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Woodward council approves engineering payment for street project

Woodward Mayor Brian Devick uses a whiteboard to help explain details regarding a street improvement project on Monday night. If approved, the project would be the largest infrastructure improvement in the city’s history.Buy Photo
Woodward Mayor Brian Devick uses a whiteboard to help explain details regarding a street improvement project on Monday night. If approved, the project would be the largest infrastructure improvement in the city’s history.

WOODWARD - The city of Woodward moved one step closer to possibly the largest infrastructure improvement in the town’s history after the city council approved payment authorizing Veenstra & Kimm Inc. for professional services in regards to the potential HMA (hot mix asphalt) street improvement project.

The HMA street improvement project, if approved, would pave every non-paved street within the Woodward city limits. According to Woodward Mayor Brian Devick, the improvement project would save the city $35,000 in street repairs per year.

The engineering costs for the work was proposed at $124,000. On Monday night, the council agreed to pay that amount to Veenstra & Kimm Inc. to get the engineering work underway. In a coincidental turn of events, the city of Woodward was recently awarded $122,800 from the state for a road-use tax after annexing an area north of town in previous years. That left $1,200 to pay in order to get engineering work started.

Although the street improvement project is a hot topic in Woodward, the only item on the agenda Monday regarding that issue was whether or not to pay for the engineering with the funds the city currently has or to take out a bond to pay for the research work. The council unanimously voted to pay the money with current funds in order to avoid unnecessary interest rates associated with a bond.

“The city council has voted and decided to go ahead and hire engineering services so we can better define the scope of work; so we can know exactly how much side work, drainage work, prep work and other work needs to be done along with the streets so we can have a sharper number,” said Devick.

During the open forum portion of the council meeting several concerned citizens of Woodward questioned the financial information presented during previous meetings, including a public hearing and special session that was held on Feb. 5 to discuss the project. One citizen asked for “transparency” from the mayor and council regarding the amount taxes would be raised in order to pay for the large project. In a previous meeting, the mayor had used an estimate to give citizens a general idea of what the HMA street improvement project may cost in the future. However, the estimated start date for the project, if approved, wouldn’t begin until the summer of 2015. The mayor assured the public that before starting any project that involves a bond, there will be several public hearings.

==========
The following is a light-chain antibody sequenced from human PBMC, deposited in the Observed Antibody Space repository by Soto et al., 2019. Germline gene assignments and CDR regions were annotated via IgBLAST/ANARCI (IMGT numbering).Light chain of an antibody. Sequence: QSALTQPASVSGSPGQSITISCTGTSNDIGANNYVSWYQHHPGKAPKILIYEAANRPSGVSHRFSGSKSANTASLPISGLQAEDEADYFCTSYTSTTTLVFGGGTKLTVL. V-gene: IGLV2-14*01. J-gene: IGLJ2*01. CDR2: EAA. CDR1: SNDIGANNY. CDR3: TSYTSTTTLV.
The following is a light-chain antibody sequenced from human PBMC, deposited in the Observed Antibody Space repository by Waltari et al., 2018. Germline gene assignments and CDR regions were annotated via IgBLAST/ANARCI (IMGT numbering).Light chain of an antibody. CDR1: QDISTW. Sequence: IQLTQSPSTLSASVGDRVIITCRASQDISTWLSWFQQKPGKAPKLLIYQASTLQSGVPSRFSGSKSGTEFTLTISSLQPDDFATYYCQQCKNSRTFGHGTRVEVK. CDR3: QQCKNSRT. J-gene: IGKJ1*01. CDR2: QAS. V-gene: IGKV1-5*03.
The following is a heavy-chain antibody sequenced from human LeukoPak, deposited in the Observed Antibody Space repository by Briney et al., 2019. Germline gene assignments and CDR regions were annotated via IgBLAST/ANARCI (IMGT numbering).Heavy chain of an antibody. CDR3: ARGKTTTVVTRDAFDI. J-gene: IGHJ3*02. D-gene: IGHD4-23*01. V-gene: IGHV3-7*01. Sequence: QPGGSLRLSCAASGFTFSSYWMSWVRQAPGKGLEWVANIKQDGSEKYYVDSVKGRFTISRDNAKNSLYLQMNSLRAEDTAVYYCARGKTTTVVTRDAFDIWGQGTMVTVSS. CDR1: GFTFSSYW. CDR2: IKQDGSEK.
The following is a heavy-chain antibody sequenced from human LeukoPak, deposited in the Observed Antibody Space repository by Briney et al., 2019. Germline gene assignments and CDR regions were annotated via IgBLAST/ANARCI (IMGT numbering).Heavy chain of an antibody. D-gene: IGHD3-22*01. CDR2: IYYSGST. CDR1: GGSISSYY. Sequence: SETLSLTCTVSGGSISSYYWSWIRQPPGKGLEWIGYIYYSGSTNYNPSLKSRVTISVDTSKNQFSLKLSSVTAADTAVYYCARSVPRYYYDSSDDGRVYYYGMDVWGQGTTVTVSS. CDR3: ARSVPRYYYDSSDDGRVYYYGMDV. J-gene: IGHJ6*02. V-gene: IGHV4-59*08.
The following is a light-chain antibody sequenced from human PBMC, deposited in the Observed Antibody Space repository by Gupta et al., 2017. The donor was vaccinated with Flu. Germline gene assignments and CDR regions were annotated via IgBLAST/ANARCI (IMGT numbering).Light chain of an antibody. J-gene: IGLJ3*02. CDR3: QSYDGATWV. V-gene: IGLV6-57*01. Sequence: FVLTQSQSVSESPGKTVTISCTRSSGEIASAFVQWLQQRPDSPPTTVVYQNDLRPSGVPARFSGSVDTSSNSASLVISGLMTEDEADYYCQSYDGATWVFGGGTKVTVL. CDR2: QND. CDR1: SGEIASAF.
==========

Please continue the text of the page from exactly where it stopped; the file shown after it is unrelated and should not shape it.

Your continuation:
In an uncommon action, Woodward Mayor Brian Devick asked the council for permission to speak to the attendees of the meeting, which was approved. Devick rose from his chair and used a whiteboard to help explain the details of the street project, including projected tax implications. He spent about 20 minutes fielding questions from the audience while attempting to answer all queries regarding the subject.

“I believe in being transparent in everything we do,” said Devick. “I will personally sit down with anyone and go through every page of the resolution.”

The city will receive an accurate representation of what the street project will entail when the work is completed by the engineering firm. That will take several months to complete.

In other business, a public hearing was held for the adoption of the Woodward city budget for the fiscal year 2015. The budget showed a decrease in taxes from $14.97 per $1,000 valuation in 2014 to $14.79 per $1,000 valuation in 2015. At the conclusion of the public hearing, the council approved adopting the 2015 city budget.

The pool located at Woodward Golf Club was also an important topic at previous meetings, as the members of the club had asked the city to donate $3,000 per year in order to help keep the pool open. The pool was built in 1969 and with declining memberships over the past 20 years, the club lost over $4,000 last year.

The council agreed unanimously that the pool is a benefit to the community and approved resolution 2014-04 to donate $3,000 per year to the Woodward Golf Club. According to minutes from previous meetings, the donation will be used to supplement family pool memberships by reducing the cost from $175 to $75 per year. The council also voted to refinance the city’s current storm sewer general obligation (GO) bond. With seven years remaining on the bond, refinancing with current interest rates could save the city of Woodward approximately $40,000 over those seven years.

The next scheduled Woodward City Council meeting is set for Monday, April 14 at 7 p.m.

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